LVMH Takes Majority Stake in Repossi
The French luxury group quietly added to its existing investment in the Italian fine jewellery brand last year, supporting international expansion.
Repossi jewellery | Source: Courtesy
PARIS, France — LVMH is now the majority owner of yet another fine jewellery maison.
The French luxury conglomerate quietly upped its stake in 99-year-old Italian brand Repossi to 69 percent in April 2018, BoF has learned. The group first took a 42 percent interest in the brand in November 2015, according to a filing.
Since the transaction, LVMH has helped develop Repossi’s retail network, opening shop-in-shops in department stores in Dubai, London and Doha, with New York and Tokyo on deck this year. The brand also opened a shop at the Peninsula Hotel in Hong Kong.
“The goal is to finance the brand’s international expansion," Repossi Chief Executive Benjamin Comar said in an exclusive interview with BoF.
Founded in Turin, Italy, in 1920 by Constantino Repossi, the brand has flagship stores in Paris and Monte Carlo. Gaia Repossi, the fourth-generation heir, took the reins as artistic and creative director in 2007 at the age of 21. Under her leadership, Repossi has emerged as an important player in the market for fashion-led fine jewellery, with bestselling pieces including ear cuffs and their serti sur vide ring.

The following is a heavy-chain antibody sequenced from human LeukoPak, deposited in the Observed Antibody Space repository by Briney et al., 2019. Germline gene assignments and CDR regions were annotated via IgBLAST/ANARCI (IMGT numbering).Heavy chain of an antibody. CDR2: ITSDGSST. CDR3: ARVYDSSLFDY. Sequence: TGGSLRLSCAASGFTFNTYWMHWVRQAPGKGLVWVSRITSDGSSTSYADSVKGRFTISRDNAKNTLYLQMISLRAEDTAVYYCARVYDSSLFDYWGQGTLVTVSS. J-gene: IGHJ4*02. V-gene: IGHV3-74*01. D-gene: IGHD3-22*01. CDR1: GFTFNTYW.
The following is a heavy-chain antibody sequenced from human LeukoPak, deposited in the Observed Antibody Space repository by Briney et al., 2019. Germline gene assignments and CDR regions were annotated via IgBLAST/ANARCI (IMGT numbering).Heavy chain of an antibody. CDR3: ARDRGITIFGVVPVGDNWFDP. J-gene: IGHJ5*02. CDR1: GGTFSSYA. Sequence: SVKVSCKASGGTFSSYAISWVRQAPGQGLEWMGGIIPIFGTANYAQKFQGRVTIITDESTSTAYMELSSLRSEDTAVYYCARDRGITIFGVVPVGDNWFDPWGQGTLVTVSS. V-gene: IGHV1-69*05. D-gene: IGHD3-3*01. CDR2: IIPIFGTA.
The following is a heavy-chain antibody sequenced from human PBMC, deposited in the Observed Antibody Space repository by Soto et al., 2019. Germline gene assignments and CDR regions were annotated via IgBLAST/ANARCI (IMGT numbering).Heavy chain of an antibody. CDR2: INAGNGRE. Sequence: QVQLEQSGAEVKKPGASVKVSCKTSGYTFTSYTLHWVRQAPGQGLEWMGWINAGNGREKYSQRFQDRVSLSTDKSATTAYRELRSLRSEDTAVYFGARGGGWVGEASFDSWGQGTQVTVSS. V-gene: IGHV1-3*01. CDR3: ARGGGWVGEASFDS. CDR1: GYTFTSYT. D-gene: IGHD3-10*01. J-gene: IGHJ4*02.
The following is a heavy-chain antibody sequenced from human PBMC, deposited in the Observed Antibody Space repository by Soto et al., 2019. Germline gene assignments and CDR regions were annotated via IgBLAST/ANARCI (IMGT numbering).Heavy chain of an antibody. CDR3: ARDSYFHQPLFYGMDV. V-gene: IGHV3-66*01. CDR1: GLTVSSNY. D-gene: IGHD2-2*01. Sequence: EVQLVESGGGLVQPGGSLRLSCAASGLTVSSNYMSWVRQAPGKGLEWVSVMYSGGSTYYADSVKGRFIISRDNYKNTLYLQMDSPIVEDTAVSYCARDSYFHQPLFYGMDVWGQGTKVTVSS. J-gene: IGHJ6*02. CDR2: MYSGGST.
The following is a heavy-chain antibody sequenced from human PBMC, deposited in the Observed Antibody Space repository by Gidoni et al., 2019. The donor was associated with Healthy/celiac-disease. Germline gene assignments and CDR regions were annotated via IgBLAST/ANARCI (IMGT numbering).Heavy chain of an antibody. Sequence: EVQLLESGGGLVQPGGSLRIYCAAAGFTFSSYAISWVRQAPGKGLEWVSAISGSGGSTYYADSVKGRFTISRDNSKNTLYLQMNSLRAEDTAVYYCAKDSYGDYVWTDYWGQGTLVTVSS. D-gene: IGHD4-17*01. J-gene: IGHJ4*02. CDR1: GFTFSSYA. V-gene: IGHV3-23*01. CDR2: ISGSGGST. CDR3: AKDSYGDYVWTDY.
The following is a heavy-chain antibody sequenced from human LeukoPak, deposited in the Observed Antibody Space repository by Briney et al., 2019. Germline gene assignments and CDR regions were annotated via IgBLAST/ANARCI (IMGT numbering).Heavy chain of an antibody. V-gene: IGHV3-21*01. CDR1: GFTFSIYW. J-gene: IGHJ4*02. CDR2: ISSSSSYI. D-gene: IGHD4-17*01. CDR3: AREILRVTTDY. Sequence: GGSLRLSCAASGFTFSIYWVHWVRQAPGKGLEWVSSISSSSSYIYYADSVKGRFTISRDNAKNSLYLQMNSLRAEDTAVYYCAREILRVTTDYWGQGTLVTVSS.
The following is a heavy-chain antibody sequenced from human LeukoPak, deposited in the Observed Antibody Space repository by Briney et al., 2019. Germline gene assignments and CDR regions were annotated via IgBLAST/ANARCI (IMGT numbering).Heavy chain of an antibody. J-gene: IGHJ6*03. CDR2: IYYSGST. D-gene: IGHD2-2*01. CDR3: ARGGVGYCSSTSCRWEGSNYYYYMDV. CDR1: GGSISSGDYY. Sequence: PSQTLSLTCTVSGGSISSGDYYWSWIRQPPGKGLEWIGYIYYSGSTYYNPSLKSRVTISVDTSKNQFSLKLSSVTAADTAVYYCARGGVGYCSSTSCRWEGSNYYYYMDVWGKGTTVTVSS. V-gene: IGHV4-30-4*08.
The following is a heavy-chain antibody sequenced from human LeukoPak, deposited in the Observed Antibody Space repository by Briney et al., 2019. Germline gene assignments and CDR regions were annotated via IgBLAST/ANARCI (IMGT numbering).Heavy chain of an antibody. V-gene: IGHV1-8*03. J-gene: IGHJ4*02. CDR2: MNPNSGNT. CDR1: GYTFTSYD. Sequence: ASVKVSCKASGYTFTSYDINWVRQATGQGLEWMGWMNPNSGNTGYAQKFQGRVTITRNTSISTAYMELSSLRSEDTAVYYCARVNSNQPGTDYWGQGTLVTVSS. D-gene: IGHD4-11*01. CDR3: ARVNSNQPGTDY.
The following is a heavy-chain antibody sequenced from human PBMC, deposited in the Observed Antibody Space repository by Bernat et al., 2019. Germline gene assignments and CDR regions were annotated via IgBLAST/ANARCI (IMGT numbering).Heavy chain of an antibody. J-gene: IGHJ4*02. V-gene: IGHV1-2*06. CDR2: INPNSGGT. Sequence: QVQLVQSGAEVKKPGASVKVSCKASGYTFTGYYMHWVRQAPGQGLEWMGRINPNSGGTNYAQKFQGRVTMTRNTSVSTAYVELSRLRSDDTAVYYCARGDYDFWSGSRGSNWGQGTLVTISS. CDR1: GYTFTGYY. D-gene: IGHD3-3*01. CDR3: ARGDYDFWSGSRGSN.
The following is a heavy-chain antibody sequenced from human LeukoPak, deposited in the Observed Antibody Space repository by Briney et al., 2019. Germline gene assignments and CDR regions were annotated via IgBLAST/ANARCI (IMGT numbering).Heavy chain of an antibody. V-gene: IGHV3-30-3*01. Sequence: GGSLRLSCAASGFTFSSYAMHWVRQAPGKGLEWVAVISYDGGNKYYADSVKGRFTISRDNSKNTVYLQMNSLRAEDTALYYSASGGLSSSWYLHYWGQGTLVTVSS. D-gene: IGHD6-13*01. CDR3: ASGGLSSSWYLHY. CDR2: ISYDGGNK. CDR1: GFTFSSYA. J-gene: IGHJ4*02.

Hard luxury remains a relatively small piece of LVMH’s portfolio, with watches and jewellery contributing $4.1 billion in sales last year, about 9 percent of the group’s total revenue. The giant in the space is Richemont, which owns Cartier, Van Cleef & Arpels and other brands.
Gaia Repossi in her office | Photo: Antoine Doyen for BoF
However, the market for hard luxury is growing fast, particularly in Asia and among younger customers. Both LVMH and rival Kering have invested in jewellery and watch brands in recent years. Along with Repossi, it also owns Bulgari, which the group acquired for $5.2 billion in 2011, as well as Chaumet and Fred. Gucci is launching a high-jewellery line in July, with Kering Chief Executive François-Henri Pinault describing the market as “buoyant” earlier this year.
Jewellery is “one of the most promising categories within luxury goods, given its projected growth and still relatively low penetration of branded products,” said Luca Solca, managing director of luxury goods at Sanford C. Bernstein Schweiz.